The cost of this whole project will be on the cheapish side when compared to the amount of delicious apple chutney you’ll be left with (around 14 regular size chutney glasses for about 60kr (£6 or $10)). If one should decide to go completely bulk order on all the ingredients the final cost could of course be brought down further.

Procuring the apples

Fallen apples

Fallen apples

First of all we need to procure about 5 kilo’s worth of apples, I simply used a mass amount that have fallen off the trees in my family’s garden (tip: have a family with a lot of apple trees in their garden, it makes things easier by far). It is October and quite cold here in Denmark so the apples are mostly fine. Those apples that are not completely ok, i.e. bruised or worm eaten, can still be used with a little extra cleaning. By using these apples that would normally be thrown out, I upped the amount of apples I had access to tremendously – since not many people are engaged in traditional food making any longer many a neighbor will be happy to have you ‘clean up’ the fallen apples.

Cleaning the apples

When you have collected the apples and washed them thoroughly the cleaning process can commence.

Apple corer

Apple corer

And. Here comes the one caveat of this guide; you need a tool like the one you see on the left; it is what is knows as a apple corer, a classic contraption invented to allow exceptionally easy removal of the apple core while leaving a maximum amount of actual apple behind!



Of course you can use a knife instead but it will be tedious hard work and you’ll have to be quite skilled to be left with the same bulk amount of apple for the chutney boiling.

So after a lot of cleaning (and meditation upon a wide array of differing subjects in life..) I was left with quite a nice amount of apples. Then almost all (being optimistic here) there is left to do is…

Cutting and cooking the apples

Now, honestly, this chapter should almost have been named “Spicing and cooking the apples” because, yes, the spices are important (and, if you count the onions and raisins in as spices they take up about 20% of the bulk volume!).

Cutting apples

Cutting apples

First of all, I acquired a suitably large knife and cut the apples to pieces, not too small, because then they’ll all end up as mush with no texture and not too large cause then they’ll take up too much volume in the pot you use. Check the image on the left (I was left with -just- enough space in the pot so a bit finer cutting is probably in order).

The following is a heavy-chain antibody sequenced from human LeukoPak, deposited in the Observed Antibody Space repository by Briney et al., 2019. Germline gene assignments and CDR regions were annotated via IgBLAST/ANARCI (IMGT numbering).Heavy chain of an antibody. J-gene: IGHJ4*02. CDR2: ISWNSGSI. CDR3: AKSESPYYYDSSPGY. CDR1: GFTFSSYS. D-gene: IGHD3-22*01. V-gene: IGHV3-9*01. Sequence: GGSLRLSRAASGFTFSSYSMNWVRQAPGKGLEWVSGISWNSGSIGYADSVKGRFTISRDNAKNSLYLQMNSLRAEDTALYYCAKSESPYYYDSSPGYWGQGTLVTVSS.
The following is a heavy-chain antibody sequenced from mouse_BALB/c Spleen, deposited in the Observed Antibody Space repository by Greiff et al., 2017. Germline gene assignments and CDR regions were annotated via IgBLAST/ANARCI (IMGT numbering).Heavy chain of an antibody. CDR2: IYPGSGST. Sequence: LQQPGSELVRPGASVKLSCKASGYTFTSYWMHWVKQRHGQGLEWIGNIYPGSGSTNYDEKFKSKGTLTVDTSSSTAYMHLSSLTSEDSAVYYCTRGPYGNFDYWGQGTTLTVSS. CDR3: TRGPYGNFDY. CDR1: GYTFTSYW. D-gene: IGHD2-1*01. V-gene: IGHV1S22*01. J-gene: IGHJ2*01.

Then, secondarily I cut up about a half a kilo of onions for the remaining 4 kilo of apples (I weighed my apples at the end of the cleaning process; initially had 5 kilo and was left with exactly 3.7 kilo to work with after cleaning).

Then I put the whole lot on the stove and after adding 800ml of vinegar I brought the whole thing to a boil and then turned heat down to left it simmer/boil happily away for 20m while stirred with 10m intervals.

After the first 20m I added 300 grams of organic raisins and 400 grams of brown cane sugar to help sweeten and preserve the chutney, on the spices side I grated 2 whole nutmeg nuts and added 2 teaspoonfuls of mustard powder, 1 teaspoonful of pepper and 2 tablespoonfuls of salt and boiled/stirred the stuff for another 15m.

Final spices and bottling the apples chutney

Now everything was suitably chutney-like in the big pot that had 35m on the stove. Before I bottled the the material in the glasses I added 150 grams of finely chopped ginger root which was gingerly stirred in with the boiling mass before the stove was finally turned off.


Apple chutney jars

Finally the chutney was, still very near boiling temp (to help better preserve through the natural vacuum created when cooling down), added to a lineup of jars. As you can see I was lucky to have about 7 biggish jars but if you only have small jars you should probably count on having double that amount. Hurray, done! Be sure to leave a comment or two in case you decide to try this; new/tweaked recipes and ideas are welcome. Also.. commercial chutney recipes often contain 50% or more pure sugar.. this home made variety taste rather wonderful and only contains:

(0.4 ÷ 4.7) × 100 = 8,51% of sugar

…and that is not even taking into account how healthy the apples in and by themselves are. It would be interesting to experiment with taking the sugar level further down or perhaps adding cinnamon to slow the carbohydrate uptake (actually the ginger already does this and a load of other good stuff to your body). Also the overall boil time could probably be shortened to preserve a larger amount of antioxidants. Enjoy the chutney.